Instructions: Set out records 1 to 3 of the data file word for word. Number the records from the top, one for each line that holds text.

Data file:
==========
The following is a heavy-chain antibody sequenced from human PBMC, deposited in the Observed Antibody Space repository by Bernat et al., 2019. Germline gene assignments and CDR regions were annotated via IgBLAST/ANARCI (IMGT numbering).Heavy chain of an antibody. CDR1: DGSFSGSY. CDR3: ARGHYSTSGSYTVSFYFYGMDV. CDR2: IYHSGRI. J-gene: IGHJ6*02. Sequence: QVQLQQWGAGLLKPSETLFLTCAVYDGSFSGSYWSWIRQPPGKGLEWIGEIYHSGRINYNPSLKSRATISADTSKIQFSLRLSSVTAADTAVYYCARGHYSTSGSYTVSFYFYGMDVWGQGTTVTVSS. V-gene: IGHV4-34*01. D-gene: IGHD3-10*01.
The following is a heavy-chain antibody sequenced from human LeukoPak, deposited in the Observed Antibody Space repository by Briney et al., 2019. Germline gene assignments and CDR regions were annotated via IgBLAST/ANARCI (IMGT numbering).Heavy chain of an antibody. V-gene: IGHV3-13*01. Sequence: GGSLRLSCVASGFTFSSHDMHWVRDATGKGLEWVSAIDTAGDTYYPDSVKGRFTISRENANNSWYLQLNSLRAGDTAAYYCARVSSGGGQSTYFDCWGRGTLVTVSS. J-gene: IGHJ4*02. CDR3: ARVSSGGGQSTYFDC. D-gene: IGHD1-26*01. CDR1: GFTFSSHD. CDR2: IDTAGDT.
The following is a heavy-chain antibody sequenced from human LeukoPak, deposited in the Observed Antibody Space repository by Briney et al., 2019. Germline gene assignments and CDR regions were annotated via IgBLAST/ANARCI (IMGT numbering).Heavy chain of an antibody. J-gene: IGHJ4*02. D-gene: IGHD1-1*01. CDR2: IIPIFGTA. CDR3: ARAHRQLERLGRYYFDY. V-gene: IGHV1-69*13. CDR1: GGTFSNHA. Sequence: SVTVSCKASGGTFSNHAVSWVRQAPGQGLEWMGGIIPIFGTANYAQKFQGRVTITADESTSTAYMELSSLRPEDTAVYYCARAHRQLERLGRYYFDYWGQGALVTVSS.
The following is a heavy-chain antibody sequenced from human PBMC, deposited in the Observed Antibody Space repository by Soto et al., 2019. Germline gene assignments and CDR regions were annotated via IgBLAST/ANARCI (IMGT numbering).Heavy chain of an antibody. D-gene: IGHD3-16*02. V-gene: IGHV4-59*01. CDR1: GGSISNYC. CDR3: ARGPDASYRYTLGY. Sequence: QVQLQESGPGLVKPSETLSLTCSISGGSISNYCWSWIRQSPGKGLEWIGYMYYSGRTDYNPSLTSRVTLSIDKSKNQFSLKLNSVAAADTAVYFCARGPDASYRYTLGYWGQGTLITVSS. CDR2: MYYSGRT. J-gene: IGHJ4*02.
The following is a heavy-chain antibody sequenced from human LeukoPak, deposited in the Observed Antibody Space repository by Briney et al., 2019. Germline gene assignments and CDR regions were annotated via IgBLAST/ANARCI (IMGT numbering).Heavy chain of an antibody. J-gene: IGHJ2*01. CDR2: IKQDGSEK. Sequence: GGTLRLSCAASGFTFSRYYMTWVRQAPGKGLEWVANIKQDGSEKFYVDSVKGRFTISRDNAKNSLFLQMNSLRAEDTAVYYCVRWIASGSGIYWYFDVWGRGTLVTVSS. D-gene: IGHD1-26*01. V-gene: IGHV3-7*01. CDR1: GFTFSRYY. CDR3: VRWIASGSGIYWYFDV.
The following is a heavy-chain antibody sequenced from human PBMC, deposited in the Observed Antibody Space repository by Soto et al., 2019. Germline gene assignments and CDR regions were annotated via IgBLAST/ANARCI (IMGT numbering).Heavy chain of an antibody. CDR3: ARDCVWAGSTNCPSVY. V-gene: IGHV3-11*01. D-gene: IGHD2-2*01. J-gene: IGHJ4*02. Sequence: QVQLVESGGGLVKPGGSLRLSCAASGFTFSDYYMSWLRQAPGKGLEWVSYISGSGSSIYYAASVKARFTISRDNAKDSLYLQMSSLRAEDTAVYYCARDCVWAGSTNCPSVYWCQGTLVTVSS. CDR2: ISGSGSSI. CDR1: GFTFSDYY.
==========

The following is a heavy-chain antibody sequenced from human PBMC, deposited in the Observed Antibody Space repository by Bernat et al., 2019. Germline gene assignments and CDR regions were annotated via IgBLAST/ANARCI (IMGT numbering).Heavy chain of an antibody. CDR1: DGSFSGSY. CDR3: ARGHYSTSGSYTVSFYFYGMDV. CDR2: IYHSGRI. J-gene: IGHJ6*02. Sequence: QVQLQQWGAGLLKPSETLFLTCAVYDGSFSGSYWSWIRQPPGKGLEWIGEIYHSGRINYNPSLKSRATISADTSKIQFSLRLSSVTAADTAVYYCARGHYSTSGSYTVSFYFYGMDVWGQGTTVTVSS. V-gene: IGHV4-34*01. D-gene: IGHD3-10*01.
The following is a heavy-chain antibody sequenced from human LeukoPak, deposited in the Observed Antibody Space repository by Briney et al., 2019. Germline gene assignments and CDR regions were annotated via IgBLAST/ANARCI (IMGT numbering).Heavy chain of an antibody. V-gene: IGHV3-13*01. Sequence: GGSLRLSCVASGFTFSSHDMHWVRDATGKGLEWVSAIDTAGDTYYPDSVKGRFTISRENANNSWYLQLNSLRAGDTAAYYCARVSSGGGQSTYFDCWGRGTLVTVSS. J-gene: IGHJ4*02. CDR3: ARVSSGGGQSTYFDC. D-gene: IGHD1-26*01. CDR1: GFTFSSHD. CDR2: IDTAGDT.
The following is a heavy-chain antibody sequenced from human LeukoPak, deposited in the Observed Antibody Space repository by Briney et al., 2019. Germline gene assignments and CDR regions were annotated via IgBLAST/ANARCI (IMGT numbering).Heavy chain of an antibody. J-gene: IGHJ4*02. D-gene: IGHD1-1*01. CDR2: IIPIFGTA. CDR3: ARAHRQLERLGRYYFDY. V-gene: IGHV1-69*13. CDR1: GGTFSNHA. Sequence: SVTVSCKASGGTFSNHAVSWVRQAPGQGLEWMGGIIPIFGTANYAQKFQGRVTITADESTSTAYMELSSLRPEDTAVYYCARAHRQLERLGRYYFDYWGQGALVTVSS.